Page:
Sunday, December 13, 2020

here is peace



It is a sort of tradition in this country not to talk about religion 
for fear of offending — I am still a little subject to the tradition,
 and rather dislike stating my “attitudes” except in the course of a poem.
 However, they are simple. I believe that the universe is one being,
 all its parts are different expressions of the same energy, 
and they are all in communication with each other, 
influencing each other, therefore parts of one organic whole.
 (This is physics, I believe, as well as religion.)

The parts change and pass, or die, people and races and rocks and stars, 
none of them seems to me important in itself, but only the whole. 
This whole is in all its parts so beautiful, and is felt by me to be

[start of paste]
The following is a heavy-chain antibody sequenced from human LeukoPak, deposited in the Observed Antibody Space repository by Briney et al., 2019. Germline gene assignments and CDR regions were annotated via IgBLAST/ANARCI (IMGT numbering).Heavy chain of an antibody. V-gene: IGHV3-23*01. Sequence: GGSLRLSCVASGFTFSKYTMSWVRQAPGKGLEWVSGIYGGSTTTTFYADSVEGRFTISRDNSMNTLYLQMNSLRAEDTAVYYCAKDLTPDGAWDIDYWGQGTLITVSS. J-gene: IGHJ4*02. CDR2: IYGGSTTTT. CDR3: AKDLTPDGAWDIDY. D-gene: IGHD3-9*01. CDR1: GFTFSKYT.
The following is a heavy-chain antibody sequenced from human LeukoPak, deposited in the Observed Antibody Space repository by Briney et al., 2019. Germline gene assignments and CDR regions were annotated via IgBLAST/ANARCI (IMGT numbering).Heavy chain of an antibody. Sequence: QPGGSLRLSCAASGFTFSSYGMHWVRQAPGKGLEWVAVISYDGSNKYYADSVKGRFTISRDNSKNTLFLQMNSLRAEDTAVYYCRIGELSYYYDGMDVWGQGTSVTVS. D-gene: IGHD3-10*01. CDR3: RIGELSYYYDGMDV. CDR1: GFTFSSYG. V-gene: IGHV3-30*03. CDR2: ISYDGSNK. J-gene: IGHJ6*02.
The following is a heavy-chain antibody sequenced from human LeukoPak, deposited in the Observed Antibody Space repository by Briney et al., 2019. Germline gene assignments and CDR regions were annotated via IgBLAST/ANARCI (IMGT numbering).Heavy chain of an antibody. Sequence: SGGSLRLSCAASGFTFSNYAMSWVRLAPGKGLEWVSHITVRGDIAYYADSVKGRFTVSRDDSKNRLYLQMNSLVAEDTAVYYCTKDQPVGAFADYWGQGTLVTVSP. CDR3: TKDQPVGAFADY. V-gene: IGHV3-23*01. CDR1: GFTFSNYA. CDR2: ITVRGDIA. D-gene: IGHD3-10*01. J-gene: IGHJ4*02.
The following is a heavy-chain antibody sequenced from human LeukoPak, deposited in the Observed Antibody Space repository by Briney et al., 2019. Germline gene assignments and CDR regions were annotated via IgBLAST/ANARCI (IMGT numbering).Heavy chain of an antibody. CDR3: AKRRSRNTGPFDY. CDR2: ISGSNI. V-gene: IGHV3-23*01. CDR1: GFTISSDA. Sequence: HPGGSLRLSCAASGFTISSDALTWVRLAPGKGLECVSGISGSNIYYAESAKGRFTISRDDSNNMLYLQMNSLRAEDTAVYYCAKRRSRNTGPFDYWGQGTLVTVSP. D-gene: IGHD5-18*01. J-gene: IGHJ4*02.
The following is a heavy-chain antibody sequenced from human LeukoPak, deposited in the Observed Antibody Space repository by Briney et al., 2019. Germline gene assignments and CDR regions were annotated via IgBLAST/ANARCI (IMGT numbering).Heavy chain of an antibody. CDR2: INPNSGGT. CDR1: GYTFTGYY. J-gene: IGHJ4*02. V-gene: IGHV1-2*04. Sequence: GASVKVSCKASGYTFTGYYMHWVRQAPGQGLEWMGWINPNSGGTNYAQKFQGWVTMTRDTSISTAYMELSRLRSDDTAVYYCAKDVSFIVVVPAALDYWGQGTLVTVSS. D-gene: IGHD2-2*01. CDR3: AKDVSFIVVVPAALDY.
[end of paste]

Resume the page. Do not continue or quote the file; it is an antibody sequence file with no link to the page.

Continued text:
so intensely in earnest, that I am compelled to love it, 
and to think of it as divine. It seems to me that this whole alone
 is worthy of the deeper sort of love; and that here is peace, 
freedom, I might say a kind of salvation.

I think that one may contribute (ever so slightly) to the beauty of things
 by making one’s own life and environment beautiful, so far as one’s power reaches.
 This includes moral beauty, one of the qualities of humanity, 
though it seems not to appear elsewhere in the universe. 
But I would have each person realize that his contribution is not important,
 its success not really a matter for exultation nor its failure for mourning;
 the beauty of things is sufficient without him.
~ Robinson Jeffers
from  The Wild God of the World: An Anthology of Robinson Jeffers
 with thanks to Brain Pickings

The tides are in our veins, we still mirror the stars,
life is your child, but there is in me
Older and harder than life and more impartial, the eye
that watched before there was an ocean.

"Continent’s End” in Tamar and Other Poems